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Are Modified Atmosphere Systems Right For You?


The demand for a year-round supply of high-quality fresh fruits and vegetables poses daily challenges and opportunities to growers, intermediaries and retailers. Even after harvest, fruit and vegetables are metabolically active and respire; every day of post-harvest life poses the risk of rapid deterioration, microbial degradation, loss of freshness, changes in colour and flavour, and ultimately senescence of the produce. Maintaining quality and shelf life is a complex problem.

At Sensitech® we know that correct handling and good temperature control are essential factors in preserving the post-harvest life of fresh produce. However, there are other factors to think about, and atmospheric composition around the produce during handling and transport can be a crucial element. This is where modified atmosphere systems come in.

Modified atmosphere (MA) and controlled atmosphere (CA) technologies regulate atmospheric composition during storage, staging, and/or transport. Typically, MA/CA environments for fresh produce are characterised by a higher concentration of carbon dioxide (CO2) and a lower concentration of oxygen than is usually present in the air. Such conditions slow down the respiration of the product, reducing the production of ethylene and the activity of aerobic organisms. As a result, in conjunction with good postharvest practices, MA/CA systems can further extend the shelf life of produce.

When MA/CA systems are used, gas levels play an essential role in maintaining the safety of the produce. Ideal levels of CO2 and O2 depend on various aspects such as the species, variety, maturity, ripeness of the product, packaging material, post-harvest handling temperature, and humidity. These systems are designed to adjust the air mixture according to the needs of the product in order to prevent any adverse effects.

So, how do you know if a modified atmosphere system is right for you?


  • Maintain quality and extend the shelf life of produce by reducing its respiration, cutting down on waste at the retail end.
  • Increase post-harvest life of climacteric fruit (for example, bananas and avocados) and those with a high rate of metabolism (for example, asparagus).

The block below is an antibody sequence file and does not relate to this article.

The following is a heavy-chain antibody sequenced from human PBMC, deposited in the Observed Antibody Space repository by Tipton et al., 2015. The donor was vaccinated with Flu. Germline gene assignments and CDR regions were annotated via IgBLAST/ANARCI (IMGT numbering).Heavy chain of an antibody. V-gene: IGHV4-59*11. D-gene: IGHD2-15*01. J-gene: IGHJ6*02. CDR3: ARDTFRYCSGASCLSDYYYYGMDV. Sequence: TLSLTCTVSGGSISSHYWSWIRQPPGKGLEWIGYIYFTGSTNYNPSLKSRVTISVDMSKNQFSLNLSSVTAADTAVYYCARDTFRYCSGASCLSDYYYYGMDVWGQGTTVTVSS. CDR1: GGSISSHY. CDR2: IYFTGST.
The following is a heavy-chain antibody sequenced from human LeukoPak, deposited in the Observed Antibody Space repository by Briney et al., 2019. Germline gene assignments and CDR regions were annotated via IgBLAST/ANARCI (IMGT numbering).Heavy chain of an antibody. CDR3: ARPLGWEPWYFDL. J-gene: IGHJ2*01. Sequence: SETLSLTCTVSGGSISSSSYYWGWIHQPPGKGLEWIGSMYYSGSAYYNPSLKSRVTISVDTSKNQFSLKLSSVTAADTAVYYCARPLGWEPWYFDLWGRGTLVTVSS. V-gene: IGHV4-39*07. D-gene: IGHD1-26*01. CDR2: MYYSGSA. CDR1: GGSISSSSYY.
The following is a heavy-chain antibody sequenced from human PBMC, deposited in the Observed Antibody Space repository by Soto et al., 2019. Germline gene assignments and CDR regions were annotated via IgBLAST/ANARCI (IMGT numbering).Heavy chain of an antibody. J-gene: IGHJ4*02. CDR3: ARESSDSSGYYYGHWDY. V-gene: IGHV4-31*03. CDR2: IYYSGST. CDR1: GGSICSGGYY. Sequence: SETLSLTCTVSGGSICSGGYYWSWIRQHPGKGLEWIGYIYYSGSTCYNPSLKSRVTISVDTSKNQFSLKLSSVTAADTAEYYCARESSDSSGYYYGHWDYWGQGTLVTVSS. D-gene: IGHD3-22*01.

• Inhibit ripening. Low levels of O2 and/or CO2 (8% or below for O2, 1% for CO2) can inhibit fruit sensitivity to ethylene, which is a plant hormone that encourages ripening and senescence. Elevated CO2 levels can combat the presence of ethylene, delaying premature ripening and softening.
  • Inhibit microbial growth. Elevated CO2 and low O2 levels have fungistatic and bacteriostatic effects. For example, high concentrations of CO2 (15%) hamper the growth of Botrytis cinerea (grey mold) in soft fruit such as strawberries and raspberries.
  • Slow the yellowing of green tissues (broccoli, leafy vegetables) by preventing chlorophyll degradation.


  • Exposure to very low O2 levels may lead to anaerobic respiration (fermentation) and the accumulation of ethanol and acetaldehyde, resulting in an altered flavor and/or odor.
  • Physiological disorders such as blackheart in potatoes, brown stain in lettuce, or brown heart in apples and pears may be caused by exposure to very high CO2 levels.
  • Softening or black blotches on green bananas due to high levels of CO2 and high-temperature transport.
  • May not be the right approach for certain fresh produce. For example, sulphur dioxide (SO2) treatments and high relative humidity management are more beneficial in extending the postharvest life of grapes than MA/CA systems.
  • Can be ineffective in the case of modified atmosphere packaging (MAP) solutions, if the packaging material is torn or damaged.
  • Increased cost for equipment, transport, packing materials, and gases needed for the gas mixture.
  • Require specialized staff members for operation.

For some fresh produce, the disadvantages and costs of modified atmosphere technologies may outweigh the benefits. In an upcoming post, we’ll explore the MA/CA technologies available today. But whether or not these solutions are right for you, it’s important to consider every angle of produce freshness—and in many cases, atmosphere is key.


Above: Ripening control comparison. Source:


Above: Controlled atmosphere optimum transport conditions. Source: (cited from University of California at Davis and the former Davis Fresh Technologies, LLC)

Sensitech combines strong food industry expertise and cold chain best practices with state-of-the-art monitoring technology and analytics to help food producers, shippers and buyers ensure the quality and freshness of their food products worldwide. Contact our Professional Services team to learn more about how our CO2 studies and how Sensitech ColdStream® Services can help drive process improvements and improve your bottom line.

Don’t miss part two – Modified and Controlled Atmosphere: Today’s Technologies